James Carroll's first novel in nine years takes a thoughtful, balanced look at the father-son conflicts that erupted during the Cold War -- Oedipal and political issues that he handled more bluntly and controversially in his National Book Award-winning memoir, "An American Requiem"; a recent work of history, "Constantine's Sword"; and a plea for reform, "Toward a New Catholic Church."
BOOKS
March 4, 2001 | KAREN ARMSTRONG, Karen Armstrong is the author of numerous books, including "A History of God," "Islam: A Short History," "Jerusalem: One City, Three Faiths" and, most recently, "Buddha."
James Carroll was first inspired to write this book when he visited Auschwitz and came upon the cross which Pope John Paul II had planted in a field alongside the eastern wall of the camp during his visit in 1979. The pope had said Mass in this field for a million fellow Poles and had prayed for and to Edith Stein, a Carmelite nun whom he would later canonize as a Christian martyr, even though the Nazis had killed her for being a Jew.
NEWS
January 21, 2001 | MARY ROURKE, TIMES STAFF WRITER
Last year, Pope John Paul II apologized to the Jews for generations of sins against them by Roman Catholics. Now, author James Carroll spells out exactly what those offenses are. They amount to a very substantial, and very troubling, new book. "Constantine's Sword, the Church and the Jews" (Houghton Mifflin) fills 756 pages with history, biography, critique and proposals for change. Most of the key figures are popes or saints.
BOOKS
March 4, 2001 | KAREN ARMSTRONG, Karen Armstrong is the author of numerous books, including "A History of God," "Islam: A Short History," "Jerusalem: One City, Three Faiths" and, most recently, "Buddha."
James Carroll was first inspired to write this book when he visited Auschwitz and came upon the cross which Pope John Paul II had planted in a field alongside the eastern wall of the camp during his visit in 1979. The pope had said Mass in this field for a million fellow Poles and had prayed for and to Edith Stein, a Carmelite nun whom he would later canonize as a Christian martyr, even though the Nazis had killed her for being a Jew.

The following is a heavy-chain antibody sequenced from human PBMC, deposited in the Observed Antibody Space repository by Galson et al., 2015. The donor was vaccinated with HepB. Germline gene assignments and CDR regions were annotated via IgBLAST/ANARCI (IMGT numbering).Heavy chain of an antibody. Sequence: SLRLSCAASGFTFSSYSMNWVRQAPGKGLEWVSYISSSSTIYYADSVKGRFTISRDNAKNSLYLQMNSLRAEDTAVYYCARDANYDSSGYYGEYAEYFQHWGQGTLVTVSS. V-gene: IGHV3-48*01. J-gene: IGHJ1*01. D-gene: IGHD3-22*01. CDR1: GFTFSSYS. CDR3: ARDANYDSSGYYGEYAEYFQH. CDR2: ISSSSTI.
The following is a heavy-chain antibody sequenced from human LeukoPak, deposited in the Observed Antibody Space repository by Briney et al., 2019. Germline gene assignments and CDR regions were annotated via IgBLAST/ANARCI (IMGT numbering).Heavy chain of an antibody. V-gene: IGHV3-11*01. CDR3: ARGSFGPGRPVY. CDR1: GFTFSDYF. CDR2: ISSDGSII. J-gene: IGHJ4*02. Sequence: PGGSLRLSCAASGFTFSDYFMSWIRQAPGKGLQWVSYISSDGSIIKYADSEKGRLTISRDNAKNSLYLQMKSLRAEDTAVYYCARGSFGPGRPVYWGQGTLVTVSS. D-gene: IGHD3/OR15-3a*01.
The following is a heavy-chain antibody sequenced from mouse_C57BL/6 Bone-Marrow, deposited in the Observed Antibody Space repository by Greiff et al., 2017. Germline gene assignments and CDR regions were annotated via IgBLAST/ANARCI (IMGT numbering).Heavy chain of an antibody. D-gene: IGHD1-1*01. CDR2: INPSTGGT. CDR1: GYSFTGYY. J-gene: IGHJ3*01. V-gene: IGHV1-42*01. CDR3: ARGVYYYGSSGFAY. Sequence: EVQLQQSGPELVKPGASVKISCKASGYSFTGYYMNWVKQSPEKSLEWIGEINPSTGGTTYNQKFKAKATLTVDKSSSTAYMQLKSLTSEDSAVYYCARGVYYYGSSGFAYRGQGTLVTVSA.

BOOKS
August 31, 2003 | Michael Harris, Michael Harris is a regular contributor to Book Review.
James Carroll's first novel in nine years takes a thoughtful, balanced look at the father-son conflicts that erupted during the Cold War -- Oedipal and political issues that he handled more bluntly and controversially in his National Book Award-winning memoir, "An American Requiem"; a recent work of history, "Constantine's Sword"; and a plea for reform, "Toward a New Catholic Church."
BUSINESS
December 12, 1996
Wynn's International Inc. said Wednesday it has named James Carroll, its president and chief executive, to the additional post of chairman. Carroll replaces Wesley E. Bellwood, who was named chairman emeritus. Carroll is relinquishing his post as president of Wynn's, a supplier or automotive and industrial components and specialty chemicals. Wynn's named John W. Huber president and chief operating officer. For the past six years, Huber has been president of Wynn's-Precision Inc.
BOOKS
May 19, 1996 | RICHARD EDER
As the director of the Defense Intelligence Agency, Lt. Gen. Joseph Carroll was the Pentagon's super-spook through much of the Cold War, the Cuban missile crisis and the fighting in Vietnam. He was a fervent patriot, a firm believer in U.S. military power and a conservative. James, his son, was a fiery anti-war demonstrator and a radical. Father and son were Roman Catholics of opposite ardor and oddly similar paths. Both were what Catholics used to call "spoiled priests."